Saturday, November 17, 2012

The Great Commission.14

If I had not come 
with the message of truth,
   the inhabitants of the world 
would not have been 
aware of their failings 
and wrong behavior. 

No longer can they hide behind their former ignorance of the truth. 

If I had not 

performed miracles among them, 
   they would not have known 
that the kingdom had come 
to dwell among them. 

Now those who have rejected the truth

 have also been witness to the miracles, 
   and hate both me and my Father. 

This is come to pass, that the prophecy might be fulfilled: 

"They have hated me without cause."

What is harder to imagine:  
the majestic grandeur of heaven 
 a world where Jesus 
'had not come?'

What better occupation for the Son of God than carpenter to build an understanding of all that is True into the fabric of social relations!

For what is True?  In carpentry it is the intersection of complex influences on the senses: perspective, level, plum, geometry, equilibrium, optics, and gravity.  However complicated these intertwining concepts there is a simple tool to measure True - a carpenter's level.

Jesus is the Level of Truth.  By Him mankind was given the gift of True; the way to measure all the convoluting influences on right behavior.  By pointing all things to our Creator Father we can understand better ourselves.  He taught us that it is in the doing of truth that we only understand the truth of a thing.

"Ask a man of mere science, what is the truth of a flower: he will pull it to pieces, show you its parts, explain how they operate, how they minister each to the life of the flower; he will tell you what changes are wrought in it by scientific cultivation; where it lives originally, where it can live; the effects upon it of another climate; what part the insects bear in its varieties-and doubtless many more facts about it. Ask the poet what is the truth of the flower, and he will answer: 'Why, the flower itself, the perfect flower, and what it cannot help saying to him who has ears to hear it.' The truth of the flower is, not the facts about it, be they correct as ideal science itself, but the shining, glowing, gladdening, patient thing throned on its stalk-the compeller of smile and tear from child and prophet.
The truth of a thing, then, is the blossom of it, the thing it is made for, the topmost stone set on with rejoicing; truth in a man's imagination is the power to recognize this truth of a thing; and wherever, in anything that God has made, in the glory of it, be it sky or flower or human face, we see the glory of God, there a true imagination is beholding a truth of God.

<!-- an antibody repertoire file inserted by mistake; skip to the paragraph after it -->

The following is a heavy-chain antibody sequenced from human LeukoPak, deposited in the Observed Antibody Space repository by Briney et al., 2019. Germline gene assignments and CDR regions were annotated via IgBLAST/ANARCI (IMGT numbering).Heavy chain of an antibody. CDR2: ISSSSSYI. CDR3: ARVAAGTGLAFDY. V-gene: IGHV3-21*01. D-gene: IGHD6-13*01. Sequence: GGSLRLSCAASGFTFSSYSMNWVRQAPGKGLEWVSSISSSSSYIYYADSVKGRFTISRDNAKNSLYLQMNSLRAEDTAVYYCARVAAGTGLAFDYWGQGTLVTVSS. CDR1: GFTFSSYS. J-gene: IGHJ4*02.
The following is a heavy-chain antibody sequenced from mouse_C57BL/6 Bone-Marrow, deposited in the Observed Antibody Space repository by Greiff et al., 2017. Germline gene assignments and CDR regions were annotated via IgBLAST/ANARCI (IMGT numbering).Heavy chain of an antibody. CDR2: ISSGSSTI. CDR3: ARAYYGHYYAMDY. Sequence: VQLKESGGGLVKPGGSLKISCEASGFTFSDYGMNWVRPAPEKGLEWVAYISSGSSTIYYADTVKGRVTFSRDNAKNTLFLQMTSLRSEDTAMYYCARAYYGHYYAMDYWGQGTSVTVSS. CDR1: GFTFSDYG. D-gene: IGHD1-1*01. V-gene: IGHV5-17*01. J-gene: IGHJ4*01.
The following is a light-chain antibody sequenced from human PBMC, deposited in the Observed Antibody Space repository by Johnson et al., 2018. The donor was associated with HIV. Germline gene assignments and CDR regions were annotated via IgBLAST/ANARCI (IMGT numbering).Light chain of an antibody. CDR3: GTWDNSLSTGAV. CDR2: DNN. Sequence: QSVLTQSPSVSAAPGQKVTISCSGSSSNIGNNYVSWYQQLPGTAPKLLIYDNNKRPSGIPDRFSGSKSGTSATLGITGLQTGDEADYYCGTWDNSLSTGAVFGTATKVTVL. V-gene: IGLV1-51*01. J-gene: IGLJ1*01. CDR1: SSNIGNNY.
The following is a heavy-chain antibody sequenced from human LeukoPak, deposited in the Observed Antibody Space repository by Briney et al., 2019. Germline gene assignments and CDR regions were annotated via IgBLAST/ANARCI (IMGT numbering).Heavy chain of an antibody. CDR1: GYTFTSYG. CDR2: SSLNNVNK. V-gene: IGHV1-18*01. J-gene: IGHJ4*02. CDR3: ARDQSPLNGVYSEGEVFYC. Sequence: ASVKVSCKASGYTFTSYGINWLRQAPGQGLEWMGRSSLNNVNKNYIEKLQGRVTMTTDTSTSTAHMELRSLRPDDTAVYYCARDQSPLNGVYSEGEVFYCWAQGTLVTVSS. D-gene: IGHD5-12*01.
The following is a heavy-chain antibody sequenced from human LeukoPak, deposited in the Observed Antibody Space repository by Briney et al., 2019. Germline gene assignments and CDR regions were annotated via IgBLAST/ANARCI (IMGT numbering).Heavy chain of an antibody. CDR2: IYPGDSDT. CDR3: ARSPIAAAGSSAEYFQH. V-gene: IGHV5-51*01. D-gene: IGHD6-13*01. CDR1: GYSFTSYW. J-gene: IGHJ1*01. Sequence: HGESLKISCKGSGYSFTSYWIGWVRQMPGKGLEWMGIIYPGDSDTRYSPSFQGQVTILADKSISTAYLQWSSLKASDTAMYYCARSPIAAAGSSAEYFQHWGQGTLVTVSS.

Man is man only in the doing of the truth, perfect man only in the doing of the highest truth, which is the fulfilling of his relations to his origin. 
But he has relations with his fellow man, closer infinitely than with any of the things around him, and to many a man far plainer than his relations with God. Now the nearer is plainer that he may step on it, and rise to the higher, till then the less plain. 
These relations make a large part of his being, are essential to his very existence, and spring from the very facts of the origination of his being. They are the relation of 

  • thought to thought, 
  • of being to being, 
  • of duty to duty. 
The very nature of a man depends upon or is one with these relations. They are truths, and the man is a true man as he fulfills them. Fulfilling them perfectly, he is himself a truth, a living truth. As regarded merely by the intellect, these relations are facts of man's nature; but that they are of man's nature makes them truths, and the fulfillments of them are duties. 
He is so constituted as to understand them at first more than he can love them, with the resulting advantage of having thereby the opportunity of choosing them purely because they are true; so doing he chooses to love them, and is enabled to love them in the doing, which alone can truly reveal them to him, and make the loving of them possible. 
Then they cease to show themselves in the form of duties, and appear as they more truly are, absolute truths, essential realities, eternal delights. The man is a true man who chooses duty; he is a perfect man who at length never thinks of duty, who forgets the name of it. 
The duty of Jesus was the doing in lower forms than the perfect that which he loved perfectly, and did perfectly in the highest forms also. Thus he fulfilled all righteousness. One who went to the truth by mere impulse, would be a holy animal, not a true man. Relations, truths, duties, are shown to the man away beyond him, that he may choose them, and be a child of God, choosing righteousness like him. Hence the whole sad victorious human tale, and the glory to be revealed!"  --George MacDonald, The Truth

Thus it is essential to our being to obey Jesus who leads us always to Truth!